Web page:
Exploring cultures and communities – the slow way

Letter from Europe

  • — Issue 2016/20 posted by hidden europe on

Summer is slipping into autumn and the leaves in forests around Berlin are already falling. We walked through mixed woodland pondering the sounds and smells of beech, oak, hazel and pine. Before long, we came to Chorin where the remarkable red-brick ruins of a 13th-century monastery are a reminder that there is more than just nature in this sparsely populated region of rural Brandenburg.

article summary —

Dear fellow travellers

The four of us walked slowly through the forest. We all agreed that nothing quite matches the crackle and crunch of crisp, dry leaves underfoot.

Summer is slipping into autumn and the leaves in forests around Berlin are already falling. We walked through mixed woodland pondering the sounds and smells of beech, oak, hazel and pine. We cut past carrs where beavers, otter and fire-bellied toads make their homes. We saw a sedge of cranes, but not a glimpse of the eagles that we've seen on previous visits to the area.

Before long, we came to Chorin where the remarkable red-brick ruins of a 13th-century monastery are a reminder that there is more than just nature in this sparsely populated region of rural Brandenburg. The Cistercian monastery at Chorin recalls a period when German settlers were moving east to colonise Slavic lands. The Cistercian foundation at Lehnin (well west of Berlin) was founded in the closing years of the 12th century. In 1260, a portion of the thriving Lehnin community left their church and moved 100 kilometres north-east, settling eventually at Chorin. So it's no surprise that the architecture at Chorin recalls the Brick Gothic style of the mother church at Lehnin, but Chorin benefits particularly from its graceful setting in undulating terrain with lakes and forests aplenty.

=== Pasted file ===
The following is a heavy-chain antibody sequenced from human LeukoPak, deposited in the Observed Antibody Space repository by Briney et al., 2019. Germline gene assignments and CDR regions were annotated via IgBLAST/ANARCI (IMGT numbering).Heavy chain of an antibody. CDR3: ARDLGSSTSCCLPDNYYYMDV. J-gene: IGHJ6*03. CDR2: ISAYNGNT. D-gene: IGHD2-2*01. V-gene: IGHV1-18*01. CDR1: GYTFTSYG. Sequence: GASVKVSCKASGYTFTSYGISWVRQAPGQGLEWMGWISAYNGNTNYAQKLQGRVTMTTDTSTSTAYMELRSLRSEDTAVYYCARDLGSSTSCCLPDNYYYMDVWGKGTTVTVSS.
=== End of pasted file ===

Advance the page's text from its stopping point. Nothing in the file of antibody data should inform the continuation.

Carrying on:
There is something special about walking with friends, particularly when they have a sense of landscape and history.

There is something special about walking with friends, particularly when they have a sense of landscape and history. On Sunday, we all walked, talking about love and life, about families and places we have been and places we might like to go. Yet there are occasions when the beauty of the moment eclipses all conversation. And that's what happened on Sunday, for the country around Chorin is really special at this time of year.

There are those who argue that walking is essentially a solitary activity. The essayist and critic William Hazlitt favoured walking alone because he wanted the ideas generated by a walk to "float like the down of the thistle" rather than seeing them entangled in conversation. And Hazlitt wasn't at all keen at being asked to interpret "the book of nature" for the benefit of fellow walkers. But we beg to differ from Hazlitt. A walk may not be the place for the thorns and briars of intense debate, but it does produce its own special brand of conviviality. And sometimes that conviviality finds its fullest expression in a silence broken only by the crackle of leaves.

Chorin was beautiful. It is less than an hour from Berlin by train, and lies just west of the border with Poland. Our thanks to the friends who accompanied us to Chorin on Sunday.

Nicky Gardner and Susanne Kries
(editors, hidden europe magazine)

This article was published in Letter from Europe.

About The Authors

hidden europe

and Susanne Kries manage hidden europe, a Berlin-based editorial bureau that supplies text and images to media across Europe. Together they edit hidden europe magazine. Nicky and Susanne are dedicated slow travellers. They delight in discovering the exotic in the everyday.